On flunking the exam
'Ariel Phenomenon' puts adulthood on trial
Mourning in America: No one institutionalizes, or ritualizes, denial like the United States.
“It brings up a lot for me – it’s a reminder of pain, of holding something inside.” Emily Trim’s voice-over dissolves into quiet sobbing during a short sequence of her Toronto-to-Africa airline flight. “I don’t want to hold onto those feelings anymore.” A compressed glimpse of the Harare tarmac outside the passenger window, and somewhere beyond that, ground zero – Ariel School, Ruwa, Zimbabwe.
It has taken 20 years to find an excuse to return to the scene that put Trim at a serious distance from every other Earthling who wasn’t there. The invite arrived in a text message from a former classmate who saw it as well. She reminded Emily that Ariel School was observing its silver anniversary.
Emily made her emotional pilgrimage in 2014, but a record of the journey — a 99-minute documentary called “Ariel Phenomenon” — was finally released last week. By coincidence, I rented it a day after the Uvalde Massacre. But the parallels – rattled elementary schoolkids attempting to describe the unimaginable – seemed pretty obvious. With a few notable exceptions. For one thing, everyone survived. For another, the shock and awe that descended upon five dozen children romping at a school playground in 1994 and triggered a more interior sort of turmoil has yet to reveal the culprits’ identities.
It's safe to assume that newcomers to the UFO drama hadn’t heard of the Zimbabwe encounter until director James Fox brought it to a mass audience in the kicker to his gold-standard 2020 documentary, “The Phenomenon.” To explain what happened in Ruwa, Fox gained limited but meaningful access to contemporaneous footage shot largely by the BBC and Dr. John Mack, the late Harvard psychiatrist. But filmmaker Randall Nickerson had everything. And the curator of Mack’s archives had spent more than a decade gathering enough material to weave into a feature-length stand-alone update of the Ruwa story. The stakes, after all, were personal.
Seeking a global audience
Nickerson and his sister had been traumatized by “alien abduction” memories since childhood, stories they would relay in confidence to the head of Harvard’s Department of Psychiatry. In 1994, when his book Abduction: Human Encounters With Aliens went to press, Mack encouraged the Nickersons to open up to national audiences on Oprah Winfrey. When the Ariel School story broke that September, the Pulitzer Prize-winning author sprang to action. And just two months later, he was in Africa, gathering fresh eyewitness interviews with dozens of youngsters. But Mack died in 2004, a shocker, hit by a drunk motorist in London in 2004. The documentary material languished until Nickerson revived the project in 2008.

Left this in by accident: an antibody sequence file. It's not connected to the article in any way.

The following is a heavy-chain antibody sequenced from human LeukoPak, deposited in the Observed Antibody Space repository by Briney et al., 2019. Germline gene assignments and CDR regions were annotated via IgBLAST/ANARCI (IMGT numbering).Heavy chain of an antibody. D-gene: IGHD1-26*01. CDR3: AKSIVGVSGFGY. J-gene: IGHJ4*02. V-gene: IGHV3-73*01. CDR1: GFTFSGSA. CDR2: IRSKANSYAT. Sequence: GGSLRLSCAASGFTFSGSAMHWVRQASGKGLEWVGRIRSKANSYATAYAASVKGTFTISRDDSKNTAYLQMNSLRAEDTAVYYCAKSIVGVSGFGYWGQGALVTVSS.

Nickerson retraced Mack’s steps to Zimbabwe to locate and re-interview alums and faculty. Prospects were dim – the chaos of the Mugabe regime triggered a diaspora that forced so many Ariel graduates and staff to flee the country. Nevertheless, Nickerson’s tenacity has managed to produce a solemn, restrained, and challenging addition to the UFO corpus, one which should rightfully command global audiences.
Critics can argue that, as a self-proclaimed abductee or experiencer, Nickerson brings a disqualifying bias to the production. But “Ariel Phenomenon” dares us to brand scores of children – and their grownup selves – as liars, or dupes to mass hysteria. In fact, unlike filmmaker Caroline Cory, whose recent and commendable “A Tear in the Sky” UFO documentary was hampered by distracting first-person digressions, Nickerson never asserts his own personal standing. Instead, he excludes his story altogether and leaves the threads to the folks who’ve tried to process their own ordeals, most prominently, former third-grader Emily Trim.
Mixing on-site testimonials from 1994 with adult reflections on childhood estrangement, Nickerson creates a haunting portrait of a time and place where an anomaly turned reality inside out — and chose to ignore grownups altogether. For a local tribal chief’s apprentice, the reason the phenomenon imposed a vision exclusively on children is easy to figure.
“The significance of children is that they are not yet exposed to the world, and they communicate better with the spirits and nature,” the young man tells Emily Trim. “So it is always better to have children. If you want a message to be delivered, it has to be delivered because the child grows with the message.”
Message or no message, the immediate fallout from the playground pandemonium tested the wisdom of administrators, teachers, and parents. Big surprise — many flunked the exam.
Keep calm and carry on
As wary Ariel School headmaster/Robin Williams look-alike Colin Mackie put it 28 years ago, “You have to be extremely careful about which way parents are gonna jump on this,” he cautioned Mack. “If you jump the wrong way, you’ve caused a problem, you’ve caused a problem.”